Light pressure has been demonstrated as a force that can, indeed, move a spacecraft. Back in 1974, when Mariner 10 was running low on fuel, NASA utilized light pressure against its solar panels to adjust its trajectory. Although this was a limited demonstration, light sail technology holds sufficient promise that scientists around the world are trying to turn this science fictional idea into reality. Public and private teams in the United States, Japan, and Europe are all actively working on solar sail projects.
Although it’s not as heavily publicized as some projects, NASA has been on the forefront of light sail development. On November 19, 2010, they launched a solar sail “nanosatellite” called NanoSail-D. It was a 100-square-foot solar sail that was deployed from NASA’s FASTSAT Satellite on January 20, 2011. Four booms with sails deployed from a craft about the size of a lunchbox. The image above is an artist’s conception of the craft, but to learn more about NanoSail-D and to see photos of the sail during it’s 240-day voyage, visit: http://www.nasa.gov/mission_pages/smallsats/nanosaild.html
In the longer term, NASA is developing a somewhat larger prototype solar sail. This larger sail would have an area approximately 13,000 square feet with a payload of 110 pounds. This makes it about seven times larger than the largest solar sail ever deployed. While the NanoSail-D project was essentially a simple sheet of reflective material designed to test the concept of solar sailing, the larger solar sail would include four small steering sails to test maneuverability of the craft. Currently, this larger prototype sail is scheduled to launch on a Falcon 9 in 2015. You can read more about this mission at: http://www.nasa.gov/mission_pages/tdm/solarsail/solarsail_overview.html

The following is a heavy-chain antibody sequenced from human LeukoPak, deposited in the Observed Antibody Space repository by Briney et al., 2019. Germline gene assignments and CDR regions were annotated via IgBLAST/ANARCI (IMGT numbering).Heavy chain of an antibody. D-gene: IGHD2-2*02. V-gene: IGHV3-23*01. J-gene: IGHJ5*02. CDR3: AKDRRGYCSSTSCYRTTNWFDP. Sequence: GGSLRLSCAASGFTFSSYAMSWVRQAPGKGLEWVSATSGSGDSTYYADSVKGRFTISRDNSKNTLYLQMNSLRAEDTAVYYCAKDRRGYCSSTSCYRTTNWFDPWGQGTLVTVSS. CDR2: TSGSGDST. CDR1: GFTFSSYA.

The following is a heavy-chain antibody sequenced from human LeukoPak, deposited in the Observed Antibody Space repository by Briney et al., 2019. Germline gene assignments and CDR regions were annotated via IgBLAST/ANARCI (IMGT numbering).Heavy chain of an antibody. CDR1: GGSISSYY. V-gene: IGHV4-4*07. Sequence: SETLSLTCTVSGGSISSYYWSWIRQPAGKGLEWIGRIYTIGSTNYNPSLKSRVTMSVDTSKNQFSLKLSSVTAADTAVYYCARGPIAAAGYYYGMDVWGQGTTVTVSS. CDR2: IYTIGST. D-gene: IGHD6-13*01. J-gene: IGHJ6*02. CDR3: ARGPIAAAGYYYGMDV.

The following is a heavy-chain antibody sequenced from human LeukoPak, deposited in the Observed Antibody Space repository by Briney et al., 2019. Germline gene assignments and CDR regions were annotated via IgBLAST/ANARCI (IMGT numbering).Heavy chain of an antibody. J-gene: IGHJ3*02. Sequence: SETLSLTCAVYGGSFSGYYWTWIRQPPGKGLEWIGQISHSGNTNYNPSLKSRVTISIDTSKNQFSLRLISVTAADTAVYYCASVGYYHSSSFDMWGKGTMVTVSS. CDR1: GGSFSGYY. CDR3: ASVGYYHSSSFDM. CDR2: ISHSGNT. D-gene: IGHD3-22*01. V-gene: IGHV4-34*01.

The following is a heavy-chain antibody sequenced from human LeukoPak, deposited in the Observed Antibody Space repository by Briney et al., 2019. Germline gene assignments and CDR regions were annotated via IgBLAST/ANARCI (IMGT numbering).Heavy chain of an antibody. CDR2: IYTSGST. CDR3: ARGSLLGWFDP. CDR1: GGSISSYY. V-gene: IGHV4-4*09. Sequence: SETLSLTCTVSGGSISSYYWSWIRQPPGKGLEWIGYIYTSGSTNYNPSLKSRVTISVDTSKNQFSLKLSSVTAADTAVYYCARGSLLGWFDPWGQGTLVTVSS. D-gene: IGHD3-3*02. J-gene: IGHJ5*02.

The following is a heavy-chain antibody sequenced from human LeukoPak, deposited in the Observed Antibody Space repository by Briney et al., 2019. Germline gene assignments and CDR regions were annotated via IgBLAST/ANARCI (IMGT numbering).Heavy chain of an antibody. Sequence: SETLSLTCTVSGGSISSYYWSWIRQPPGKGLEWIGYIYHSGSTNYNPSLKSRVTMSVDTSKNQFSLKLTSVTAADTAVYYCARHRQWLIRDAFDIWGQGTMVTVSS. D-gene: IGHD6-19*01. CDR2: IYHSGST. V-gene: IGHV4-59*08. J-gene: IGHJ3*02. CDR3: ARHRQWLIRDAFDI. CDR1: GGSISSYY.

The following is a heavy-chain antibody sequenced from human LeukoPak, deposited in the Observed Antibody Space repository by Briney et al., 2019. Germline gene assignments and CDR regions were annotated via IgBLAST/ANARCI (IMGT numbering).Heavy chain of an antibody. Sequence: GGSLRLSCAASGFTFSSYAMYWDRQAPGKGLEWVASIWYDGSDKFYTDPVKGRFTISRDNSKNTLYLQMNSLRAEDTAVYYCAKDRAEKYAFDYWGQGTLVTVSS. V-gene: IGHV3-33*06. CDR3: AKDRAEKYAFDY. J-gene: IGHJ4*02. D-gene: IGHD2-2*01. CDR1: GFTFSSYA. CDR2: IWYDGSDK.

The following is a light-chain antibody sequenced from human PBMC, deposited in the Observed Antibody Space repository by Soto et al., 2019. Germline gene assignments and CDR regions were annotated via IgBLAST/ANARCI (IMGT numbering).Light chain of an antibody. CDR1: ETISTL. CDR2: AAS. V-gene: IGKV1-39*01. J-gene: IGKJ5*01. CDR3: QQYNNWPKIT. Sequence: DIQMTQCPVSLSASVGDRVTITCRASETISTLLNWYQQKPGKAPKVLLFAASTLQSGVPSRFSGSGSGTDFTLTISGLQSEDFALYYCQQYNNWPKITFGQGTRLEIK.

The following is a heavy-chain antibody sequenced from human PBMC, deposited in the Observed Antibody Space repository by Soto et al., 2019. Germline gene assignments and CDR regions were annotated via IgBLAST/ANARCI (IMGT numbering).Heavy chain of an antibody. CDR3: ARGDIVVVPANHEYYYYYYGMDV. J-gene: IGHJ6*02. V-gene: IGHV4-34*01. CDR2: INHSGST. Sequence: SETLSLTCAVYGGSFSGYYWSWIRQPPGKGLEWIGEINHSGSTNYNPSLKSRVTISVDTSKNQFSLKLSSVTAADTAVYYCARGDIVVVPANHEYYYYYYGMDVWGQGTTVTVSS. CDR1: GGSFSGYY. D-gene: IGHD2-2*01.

Perhaps the most prominent private group working to build a solar sail is the Planetary Society. They’re a non-profit organization in the United States dedicated to the support of space exploration. They attempted to launch a solar sail called Cosmos 1 back in 2005. Unfortunately, it was lost when the launch vehicle it was aboard—a Volna rocket launched from a Russian submarine—exploded on the way to orbit. The original craft looked like an octagonal mirror. Eight triangular sails surrounded a central hub. Each sail was mounted to the hub by a rotating mast. By changing the angle of the sails, the craft’s course could be adjusted. The updated project is called LightSail-1 and appears to be a much simpler design as shown in the photo at the top of the paragraph. For more information, visit: http://www.planetary.org/explore/projects/lightsail-solar-sailing/
Interest in solar sail technology isn’t limited to the United States. In 2011, the Japan Aeronautic Exploration Agency or JAXA successfully deployed a small solar sail called IKAROS (for Interplanetary Kite-craft Accelerated by Radiation Of the Sun). The test successfully demonstrated both sail deployment and the ability of a craft to fly by photon pressure. Later this decade, they hope to launch a probe to Jupiter that will be propelled by solar sails. An artist’s conception is shown below. You can learn more about the IKAROS mission, and see a cool gif of the sail in flight at: http://www.jspec.jaxa.jp/e/activity/ikaros.html
The European Space Agency has also been working on a prototype solar sail, but there is little information at this point about when they might try a flight. They appear to have a near-term project using solar sail nanosatellites to help remove debris from Earth orbit.
As we move toward the middle of the 21st century’s second decade, we find ourselves searching for “green” technologies that utilize the resources we have available as wisely as possible. Solar sails appear to be a promising, green technology that would allow humans to explore space wisely. Indeed, it is the only propulsion technology within our reach that could conceivably propel a spacecraft to near the speed of light.
In the next installment, I’ll look at solar sails in science fiction. In the meantime, you can learn more about my novel, The Solar Sea, which is set aboard a solar sail spacecraft at TheSolarSea.com. The novel is available at: